CLINICAL THYROIDOLOGY FOR PATIENTS
A publication of the American Thyroid Association
Is a family history of any cancer a risk for thyroid cancer?
ABBREVIATIONS & DEFINITIONS
Thyroid nodule: an abnormal growth of thyroid cells that forms a lump within the thyroid. While most thyroid nodules are non-cancerous (benign), ~5% are cancerous.
Papillary thyroid cancer: the most common type of thyroid cancer.
Thyroid cancer is common and appears to be increasing in incidence. Indeed, thyroid cancer is the fastest rising cancer diagnosed in women. Most thyroid cancer generally is associated with an excellent prognosis. While certain types of thyroid cancer run in families, the vast majority do not have a family history of thyroid cancer. However, some studies suggest that thyroid cancer may run in families with other types of cancer. The aim of this study was to examine the association of a family history of cancer in patients with thyroid cancer.
THE FULL ARTICLE TITLE:
Xu L et al. Family history of cancer and risk of sporadic differentiated thyroid carcinoma. Cancer. 2011. Epub online publication July 28, 2011.
SUMMARY OF THE STUDY
This study was performed at the MD Anderson Cancer Center in Texas. This study compared 3 groups of individuals and assessed whether there was an association between family history of cancer and risk of thyroid cancer. The patients were divided into 3 groups studied: 1) 288 patients with thyroid cancer, 2) 188 patients with thyroid nodules without cancer and 3) 591 patients with no thyroid disease. Patients completed a survey regarding their family history of cancer. A family history of any type of cancer was reported by 49% of the thyroid cancer group, 55% of the thyroid nodule group and 58% of the individuals without thyroid disease. However, while only 6.3% of patients with thyroid cancer had a family history of thyroid cancer, this was >4 times more common than in the individuals without thyroid disease. All of these cancers were papillary thyroid cancer. Having a family history of thyroid cancer was also more common in patients with thyroid nodules.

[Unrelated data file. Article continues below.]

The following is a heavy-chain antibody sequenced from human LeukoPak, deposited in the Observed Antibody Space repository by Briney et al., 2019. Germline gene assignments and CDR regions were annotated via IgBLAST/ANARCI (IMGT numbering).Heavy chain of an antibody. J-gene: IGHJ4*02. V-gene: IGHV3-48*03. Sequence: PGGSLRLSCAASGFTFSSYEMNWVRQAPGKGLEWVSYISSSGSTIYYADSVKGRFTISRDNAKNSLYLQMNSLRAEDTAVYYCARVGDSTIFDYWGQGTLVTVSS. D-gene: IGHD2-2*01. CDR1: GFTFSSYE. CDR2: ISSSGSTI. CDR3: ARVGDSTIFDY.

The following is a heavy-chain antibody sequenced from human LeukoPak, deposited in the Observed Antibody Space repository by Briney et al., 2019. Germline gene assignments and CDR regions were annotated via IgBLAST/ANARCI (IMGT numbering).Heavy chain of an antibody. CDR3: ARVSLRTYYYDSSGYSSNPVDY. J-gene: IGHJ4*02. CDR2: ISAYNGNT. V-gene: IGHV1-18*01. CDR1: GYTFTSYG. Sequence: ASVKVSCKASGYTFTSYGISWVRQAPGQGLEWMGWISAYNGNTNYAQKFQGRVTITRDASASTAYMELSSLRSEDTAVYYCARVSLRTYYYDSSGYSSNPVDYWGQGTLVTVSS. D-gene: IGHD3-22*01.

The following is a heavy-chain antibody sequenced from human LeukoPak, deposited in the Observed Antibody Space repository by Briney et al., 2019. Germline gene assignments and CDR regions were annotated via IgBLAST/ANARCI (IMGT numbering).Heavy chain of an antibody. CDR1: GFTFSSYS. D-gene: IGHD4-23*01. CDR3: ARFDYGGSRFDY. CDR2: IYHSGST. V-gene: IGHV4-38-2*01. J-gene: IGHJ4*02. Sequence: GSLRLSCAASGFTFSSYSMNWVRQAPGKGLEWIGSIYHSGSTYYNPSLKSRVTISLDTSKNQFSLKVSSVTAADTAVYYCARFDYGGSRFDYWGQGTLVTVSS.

WHAT ARE THE IMPLICATIONS OF THIS STUDY?
While the overall likelihood is low, individuals with a family history of thyroid cancer appear to be at increased risk for developing thyroid cancer of their own.
—Whitney Woodmansee, MD